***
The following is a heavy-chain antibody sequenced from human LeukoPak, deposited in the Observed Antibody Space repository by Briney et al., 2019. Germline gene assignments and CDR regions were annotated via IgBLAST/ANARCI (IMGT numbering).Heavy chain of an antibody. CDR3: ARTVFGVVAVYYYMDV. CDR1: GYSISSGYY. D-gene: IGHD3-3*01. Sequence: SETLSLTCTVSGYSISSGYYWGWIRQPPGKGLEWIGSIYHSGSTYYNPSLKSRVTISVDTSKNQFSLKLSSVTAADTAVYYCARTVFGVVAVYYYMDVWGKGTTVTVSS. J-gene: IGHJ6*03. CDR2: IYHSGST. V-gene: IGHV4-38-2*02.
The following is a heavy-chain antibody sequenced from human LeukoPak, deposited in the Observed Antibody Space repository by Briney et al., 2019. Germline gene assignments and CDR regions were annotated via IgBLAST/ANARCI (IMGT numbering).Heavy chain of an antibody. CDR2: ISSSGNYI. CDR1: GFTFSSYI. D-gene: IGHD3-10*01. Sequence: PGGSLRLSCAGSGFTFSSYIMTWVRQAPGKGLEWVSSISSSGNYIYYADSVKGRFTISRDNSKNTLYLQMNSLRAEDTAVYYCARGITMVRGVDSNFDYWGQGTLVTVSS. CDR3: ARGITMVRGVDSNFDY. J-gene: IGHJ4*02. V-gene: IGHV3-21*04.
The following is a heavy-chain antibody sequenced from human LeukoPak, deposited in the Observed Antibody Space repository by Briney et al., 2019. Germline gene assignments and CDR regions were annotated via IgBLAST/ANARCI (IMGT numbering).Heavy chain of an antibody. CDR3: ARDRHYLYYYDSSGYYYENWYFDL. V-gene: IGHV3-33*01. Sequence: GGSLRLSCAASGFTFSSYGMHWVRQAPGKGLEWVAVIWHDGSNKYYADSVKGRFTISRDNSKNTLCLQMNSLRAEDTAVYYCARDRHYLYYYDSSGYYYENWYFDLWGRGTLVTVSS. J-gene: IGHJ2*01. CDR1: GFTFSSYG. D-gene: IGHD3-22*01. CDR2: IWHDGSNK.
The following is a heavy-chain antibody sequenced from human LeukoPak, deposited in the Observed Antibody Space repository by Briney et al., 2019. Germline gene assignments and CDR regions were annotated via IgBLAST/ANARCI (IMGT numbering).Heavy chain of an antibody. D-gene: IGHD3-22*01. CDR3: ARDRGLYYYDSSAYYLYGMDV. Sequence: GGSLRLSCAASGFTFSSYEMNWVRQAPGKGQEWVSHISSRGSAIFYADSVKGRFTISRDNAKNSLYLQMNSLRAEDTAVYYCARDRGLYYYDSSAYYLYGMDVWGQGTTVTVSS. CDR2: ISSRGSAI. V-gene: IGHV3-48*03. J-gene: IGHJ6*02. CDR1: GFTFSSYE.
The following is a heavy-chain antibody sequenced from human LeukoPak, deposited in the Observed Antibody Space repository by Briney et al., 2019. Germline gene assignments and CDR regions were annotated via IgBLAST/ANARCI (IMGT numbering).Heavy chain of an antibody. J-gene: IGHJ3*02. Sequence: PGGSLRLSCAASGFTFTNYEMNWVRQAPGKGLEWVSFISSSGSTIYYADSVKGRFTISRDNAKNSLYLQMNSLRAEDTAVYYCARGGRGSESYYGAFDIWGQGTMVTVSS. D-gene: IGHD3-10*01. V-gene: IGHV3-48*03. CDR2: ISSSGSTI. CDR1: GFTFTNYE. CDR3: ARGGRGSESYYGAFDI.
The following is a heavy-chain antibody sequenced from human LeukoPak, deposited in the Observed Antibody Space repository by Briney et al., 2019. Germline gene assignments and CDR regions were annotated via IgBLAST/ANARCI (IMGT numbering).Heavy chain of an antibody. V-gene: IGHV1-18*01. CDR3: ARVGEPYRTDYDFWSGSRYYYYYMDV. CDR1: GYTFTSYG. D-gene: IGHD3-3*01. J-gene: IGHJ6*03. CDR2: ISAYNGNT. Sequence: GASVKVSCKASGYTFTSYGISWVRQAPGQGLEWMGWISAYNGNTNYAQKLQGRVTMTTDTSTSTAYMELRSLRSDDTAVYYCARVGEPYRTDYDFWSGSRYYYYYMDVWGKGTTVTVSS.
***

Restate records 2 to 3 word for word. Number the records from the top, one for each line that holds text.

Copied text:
The following is a heavy-chain antibody sequenced from human LeukoPak, deposited in the Observed Antibody Space repository by Briney et al., 2019. Germline gene assignments and CDR regions were annotated via IgBLAST/ANARCI (IMGT numbering).Heavy chain of an antibody. CDR2: ISSSGNYI. CDR1: GFTFSSYI. D-gene: IGHD3-10*01. Sequence: PGGSLRLSCAGSGFTFSSYIMTWVRQAPGKGLEWVSSISSSGNYIYYADSVKGRFTISRDNSKNTLYLQMNSLRAEDTAVYYCARGITMVRGVDSNFDYWGQGTLVTVSS. CDR3: ARGITMVRGVDSNFDY. J-gene: IGHJ4*02. V-gene: IGHV3-21*04.
The following is a heavy-chain antibody sequenced from human LeukoPak, deposited in the Observed Antibody Space repository by Briney et al., 2019. Germline gene assignments and CDR regions were annotated via IgBLAST/ANARCI (IMGT numbering).Heavy chain of an antibody. CDR3: ARDRHYLYYYDSSGYYYENWYFDL. V-gene: IGHV3-33*01. Sequence: GGSLRLSCAASGFTFSSYGMHWVRQAPGKGLEWVAVIWHDGSNKYYADSVKGRFTISRDNSKNTLCLQMNSLRAEDTAVYYCARDRHYLYYYDSSGYYYENWYFDLWGRGTLVTVSS. J-gene: IGHJ2*01. CDR1: GFTFSSYG. D-gene: IGHD3-22*01. CDR2: IWHDGSNK.